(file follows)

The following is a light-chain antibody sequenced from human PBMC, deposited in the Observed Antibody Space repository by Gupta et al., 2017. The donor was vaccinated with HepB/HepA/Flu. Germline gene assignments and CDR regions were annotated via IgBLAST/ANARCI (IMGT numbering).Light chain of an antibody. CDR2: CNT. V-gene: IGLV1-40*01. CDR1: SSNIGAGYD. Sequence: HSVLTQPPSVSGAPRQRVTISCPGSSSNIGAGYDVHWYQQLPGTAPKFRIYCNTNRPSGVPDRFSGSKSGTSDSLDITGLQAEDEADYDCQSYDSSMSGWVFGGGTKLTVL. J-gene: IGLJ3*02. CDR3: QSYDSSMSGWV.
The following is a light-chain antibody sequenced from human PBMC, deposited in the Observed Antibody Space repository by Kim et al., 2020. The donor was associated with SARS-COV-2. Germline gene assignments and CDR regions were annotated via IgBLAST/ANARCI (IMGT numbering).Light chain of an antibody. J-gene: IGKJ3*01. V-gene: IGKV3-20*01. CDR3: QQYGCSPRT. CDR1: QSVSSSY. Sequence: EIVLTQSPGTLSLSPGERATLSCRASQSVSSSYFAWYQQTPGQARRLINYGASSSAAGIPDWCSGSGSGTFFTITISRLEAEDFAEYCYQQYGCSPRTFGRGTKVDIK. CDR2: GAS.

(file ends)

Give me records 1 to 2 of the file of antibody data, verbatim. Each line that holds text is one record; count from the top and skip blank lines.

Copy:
The following is a light-chain antibody sequenced from human PBMC, deposited in the Observed Antibody Space repository by Gupta et al., 2017. The donor was vaccinated with HepB/HepA/Flu. Germline gene assignments and CDR regions were annotated via IgBLAST/ANARCI (IMGT numbering).Light chain of an antibody. CDR2: CNT. V-gene: IGLV1-40*01. CDR1: SSNIGAGYD. Sequence: HSVLTQPPSVSGAPRQRVTISCPGSSSNIGAGYDVHWYQQLPGTAPKFRIYCNTNRPSGVPDRFSGSKSGTSDSLDITGLQAEDEADYDCQSYDSSMSGWVFGGGTKLTVL. J-gene: IGLJ3*02. CDR3: QSYDSSMSGWV.
The following is a light-chain antibody sequenced from human PBMC, deposited in the Observed Antibody Space repository by Kim et al., 2020. The donor was associated with SARS-COV-2. Germline gene assignments and CDR regions were annotated via IgBLAST/ANARCI (IMGT numbering).Light chain of an antibody. J-gene: IGKJ3*01. V-gene: IGKV3-20*01. CDR3: QQYGCSPRT. CDR1: QSVSSSY. Sequence: EIVLTQSPGTLSLSPGERATLSCRASQSVSSSYFAWYQQTPGQARRLINYGASSSAAGIPDWCSGSGSGTFFTITISRLEAEDFAEYCYQQYGCSPRTFGRGTKVDIK. CDR2: GAS.